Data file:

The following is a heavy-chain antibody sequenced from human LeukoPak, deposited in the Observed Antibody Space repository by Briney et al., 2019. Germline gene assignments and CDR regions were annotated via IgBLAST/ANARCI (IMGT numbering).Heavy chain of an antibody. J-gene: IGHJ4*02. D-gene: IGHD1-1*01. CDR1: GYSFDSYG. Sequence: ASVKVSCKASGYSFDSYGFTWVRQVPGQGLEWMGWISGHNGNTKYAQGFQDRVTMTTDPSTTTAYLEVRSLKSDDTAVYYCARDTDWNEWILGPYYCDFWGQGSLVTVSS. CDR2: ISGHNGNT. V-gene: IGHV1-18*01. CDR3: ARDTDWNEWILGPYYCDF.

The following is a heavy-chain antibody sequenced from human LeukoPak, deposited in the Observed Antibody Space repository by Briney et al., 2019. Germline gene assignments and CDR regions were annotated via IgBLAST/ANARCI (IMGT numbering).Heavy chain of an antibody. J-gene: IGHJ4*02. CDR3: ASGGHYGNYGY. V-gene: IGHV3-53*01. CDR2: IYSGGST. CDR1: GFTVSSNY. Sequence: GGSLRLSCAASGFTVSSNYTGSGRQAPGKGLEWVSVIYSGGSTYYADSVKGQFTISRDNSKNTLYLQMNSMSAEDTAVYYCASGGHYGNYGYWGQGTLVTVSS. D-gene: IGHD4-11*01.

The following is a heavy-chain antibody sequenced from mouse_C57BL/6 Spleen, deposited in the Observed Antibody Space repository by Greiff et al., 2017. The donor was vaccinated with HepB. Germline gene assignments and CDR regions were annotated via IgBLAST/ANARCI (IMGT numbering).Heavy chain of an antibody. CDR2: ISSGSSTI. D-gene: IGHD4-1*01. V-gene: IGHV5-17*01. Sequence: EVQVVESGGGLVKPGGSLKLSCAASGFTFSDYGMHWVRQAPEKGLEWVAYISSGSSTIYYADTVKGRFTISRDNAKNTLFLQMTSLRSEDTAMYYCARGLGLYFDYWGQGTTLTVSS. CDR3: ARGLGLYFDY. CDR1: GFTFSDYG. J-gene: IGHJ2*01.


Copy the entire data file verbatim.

The following is a heavy-chain antibody sequenced from human LeukoPak, deposited in the Observed Antibody Space repository by Briney et al., 2019. Germline gene assignments and CDR regions were annotated via IgBLAST/ANARCI (IMGT numbering).Heavy chain of an antibody. J-gene: IGHJ4*02. D-gene: IGHD1-1*01. CDR1: GYSFDSYG. Sequence: ASVKVSCKASGYSFDSYGFTWVRQVPGQGLEWMGWISGHNGNTKYAQGFQDRVTMTTDPSTTTAYLEVRSLKSDDTAVYYCARDTDWNEWILGPYYCDFWGQGSLVTVSS. CDR2: ISGHNGNT. V-gene: IGHV1-18*01. CDR3: ARDTDWNEWILGPYYCDF.

The following is a heavy-chain antibody sequenced from human LeukoPak, deposited in the Observed Antibody Space repository by Briney et al., 2019. Germline gene assignments and CDR regions were annotated via IgBLAST/ANARCI (IMGT numbering).Heavy chain of an antibody. J-gene: IGHJ4*02. CDR3: ASGGHYGNYGY. V-gene: IGHV3-53*01. CDR2: IYSGGST. CDR1: GFTVSSNY. Sequence: GGSLRLSCAASGFTVSSNYTGSGRQAPGKGLEWVSVIYSGGSTYYADSVKGQFTISRDNSKNTLYLQMNSMSAEDTAVYYCASGGHYGNYGYWGQGTLVTVSS. D-gene: IGHD4-11*01.

The following is a heavy-chain antibody sequenced from mouse_C57BL/6 Spleen, deposited in the Observed Antibody Space repository by Greiff et al., 2017. The donor was vaccinated with HepB. Germline gene assignments and CDR regions were annotated via IgBLAST/ANARCI (IMGT numbering).Heavy chain of an antibody. CDR2: ISSGSSTI. D-gene: IGHD4-1*01. V-gene: IGHV5-17*01. Sequence: EVQVVESGGGLVKPGGSLKLSCAASGFTFSDYGMHWVRQAPEKGLEWVAYISSGSSTIYYADTVKGRFTISRDNAKNTLFLQMTSLRSEDTAMYYCARGLGLYFDYWGQGTTLTVSS. CDR3: ARGLGLYFDY. CDR1: GFTFSDYG. J-gene: IGHJ2*01.